• Debbie on

      Or you could carry some extra special treats that only get handed out when you ask for a recall. Auto check ins get a reward, lesser value treat and/or praise, and requested recalls get super treats. The release to go run is also rewarding to many dogs. So I guess I always am rewarding in some way or another.

      Debbie Jacobs Fearfuldogs.com

  6. dogdaz on

    Enjoyed your post. Wish it was as simple as chicken in my pocket with one of mine. She won’t even look at me. But someday, I can hope. Thanks

    • fearfuldogs on

      So much depends on what the dog finds rewarding and not pushing the dog past their abilities so they can figure out how to get what they value. To get eye contact with a fearful dog we first need to create a system which helps the dog understand why they are being rewarded. I use a clicker or marker word. All I do is click and toss the dog a treat. The treat gets tossed under conditions which the dog is able/willing to eat treats. Once the dog begins to connect that a click (or verbal marker) means a treat is going to be tossed, then I can begin to click for other behaviors. I might start by clicking for a dog turning their head toward me, or for a brief fleeting glance. With any dog, but especially fearful dogs, we want to tap into their brain’s reward system and get them figuring out how to get us to give them a treat. I don’t set the bar too high with a dog new to the system, in some cases any movement is worth a reward. This gets the dog doing something, anything. That alone is often a huge step for a fearful dog. Once they start moving I can begin to be more selective about what behavior is going to get them a reward. Finding a trainer familiar with how to do this is helpful. Most pet owners and novice trainers don’t reward often enough to build the behaviors we want.

      • dogdaz on

        Thanks – I am sure that I don’t click enough. But always keep trying.

  7. Julie on

    Sounds like our walks this. Tranquille and delightful. As long as we don’t meet anyone.

  8. Lizzie on

    Yes I can echo that, ‘as long as we don’t meet anyone’ on walks! But I created my monster indoors.

    Gracie was so afraid in the beginning that I used whatever would work just to get her moving away from her place in the corner. Food was the only motivation for her, so I encouraged her to come into the kitchen when we were around the table, eating. BIG mistake, now I can’t get rid of her LOL!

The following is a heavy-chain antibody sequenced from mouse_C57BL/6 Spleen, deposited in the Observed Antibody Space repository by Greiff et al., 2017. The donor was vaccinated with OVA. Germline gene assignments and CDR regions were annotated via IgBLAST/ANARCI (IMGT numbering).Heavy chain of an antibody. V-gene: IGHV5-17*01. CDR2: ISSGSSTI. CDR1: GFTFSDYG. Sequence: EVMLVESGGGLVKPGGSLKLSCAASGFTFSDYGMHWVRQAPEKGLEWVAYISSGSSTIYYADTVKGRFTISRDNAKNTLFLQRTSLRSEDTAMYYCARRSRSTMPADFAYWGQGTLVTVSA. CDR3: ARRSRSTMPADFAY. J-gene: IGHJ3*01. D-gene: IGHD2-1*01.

But seriously some monsters are easier to live with than others 🙂

  9. Dana on

    Great post. My dog went through a period of running away from me if he wasn’t ready to go home or to be put in the car. It started to become a real problem. I spent many hours doing recall training. Now he will put himself in the car before we are ready to leave. I can take him on walks now without the stress of worrying about him running away. Treats definitely helped in the training as well as calling his name so enthusiastically that he was curious about my excitement.

    • fearfuldogs on

      Nice! Dogs can be influenced by our enthusiasm for things.

  10. kinkypoodles on

    all we three do is play this game off leash in parks: while hiking i use a chuck-it and launch a jw squeaky ball deep in the brush or woods. then vanna and kel run around like mad and retrieve it. in the summer we do this in long island sound or the harbors. we play in the parks every day before and after work.
    in the week since i’ve been reading your blog and committing to only positive reinforcement Vanna’s retrieving has improved SO much. Her recall was always good, well, ok. Retrieving can not be taught by punishment. i (different kind of monster) tried. Dogs aren’t machines.
    when they’re in the parks they couldn’t care a whit about food though. it’s all about the ball or deer (again the monster part, but they have never in their approximately five years caught ANYTHING,)

    • fearfuldogs on

      R+ can create very strong reliable behaviors. Congratulations for giving it a try. Play is a very powerful reinforcer.